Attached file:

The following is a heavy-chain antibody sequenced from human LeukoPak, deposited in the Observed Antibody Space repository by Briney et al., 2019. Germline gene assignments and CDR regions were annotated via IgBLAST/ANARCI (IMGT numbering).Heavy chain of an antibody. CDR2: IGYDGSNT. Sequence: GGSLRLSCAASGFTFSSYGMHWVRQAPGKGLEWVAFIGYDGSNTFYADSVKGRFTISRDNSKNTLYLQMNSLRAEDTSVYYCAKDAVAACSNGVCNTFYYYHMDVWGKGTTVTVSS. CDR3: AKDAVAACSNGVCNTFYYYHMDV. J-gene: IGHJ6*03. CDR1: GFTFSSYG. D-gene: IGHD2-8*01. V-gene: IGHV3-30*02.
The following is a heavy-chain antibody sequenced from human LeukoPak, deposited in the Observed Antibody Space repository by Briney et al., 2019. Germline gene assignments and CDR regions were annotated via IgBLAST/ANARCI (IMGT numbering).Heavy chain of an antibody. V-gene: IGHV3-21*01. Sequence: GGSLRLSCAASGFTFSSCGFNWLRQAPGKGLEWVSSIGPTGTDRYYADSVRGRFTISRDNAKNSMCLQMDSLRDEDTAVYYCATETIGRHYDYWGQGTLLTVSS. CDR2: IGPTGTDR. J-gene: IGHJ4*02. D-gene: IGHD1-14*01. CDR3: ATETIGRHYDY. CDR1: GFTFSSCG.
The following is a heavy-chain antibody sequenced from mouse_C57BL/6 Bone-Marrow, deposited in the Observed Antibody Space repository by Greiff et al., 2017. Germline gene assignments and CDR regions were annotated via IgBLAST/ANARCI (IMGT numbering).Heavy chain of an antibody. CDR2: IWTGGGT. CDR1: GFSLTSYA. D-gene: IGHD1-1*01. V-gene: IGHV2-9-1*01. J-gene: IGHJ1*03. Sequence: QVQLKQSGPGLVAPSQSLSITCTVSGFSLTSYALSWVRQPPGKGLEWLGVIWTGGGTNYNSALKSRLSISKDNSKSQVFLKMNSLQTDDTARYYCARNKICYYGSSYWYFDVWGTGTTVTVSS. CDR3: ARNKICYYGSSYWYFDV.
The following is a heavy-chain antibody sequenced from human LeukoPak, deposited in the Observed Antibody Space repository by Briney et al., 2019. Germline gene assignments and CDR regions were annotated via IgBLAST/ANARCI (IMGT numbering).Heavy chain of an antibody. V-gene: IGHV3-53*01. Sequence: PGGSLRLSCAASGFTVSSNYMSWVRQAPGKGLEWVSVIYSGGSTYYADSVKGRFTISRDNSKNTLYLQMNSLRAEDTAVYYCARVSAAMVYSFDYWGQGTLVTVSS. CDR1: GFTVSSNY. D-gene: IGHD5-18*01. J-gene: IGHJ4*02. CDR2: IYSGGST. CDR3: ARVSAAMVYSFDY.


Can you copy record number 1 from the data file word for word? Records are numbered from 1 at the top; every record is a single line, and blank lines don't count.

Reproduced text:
The following is a heavy-chain antibody sequenced from human LeukoPak, deposited in the Observed Antibody Space repository by Briney et al., 2019. Germline gene assignments and CDR regions were annotated via IgBLAST/ANARCI (IMGT numbering).Heavy chain of an antibody. CDR2: IGYDGSNT. Sequence: GGSLRLSCAASGFTFSSYGMHWVRQAPGKGLEWVAFIGYDGSNTFYADSVKGRFTISRDNSKNTLYLQMNSLRAEDTSVYYCAKDAVAACSNGVCNTFYYYHMDVWGKGTTVTVSS. CDR3: AKDAVAACSNGVCNTFYYYHMDV. J-gene: IGHJ6*03. CDR1: GFTFSSYG. D-gene: IGHD2-8*01. V-gene: IGHV3-30*02.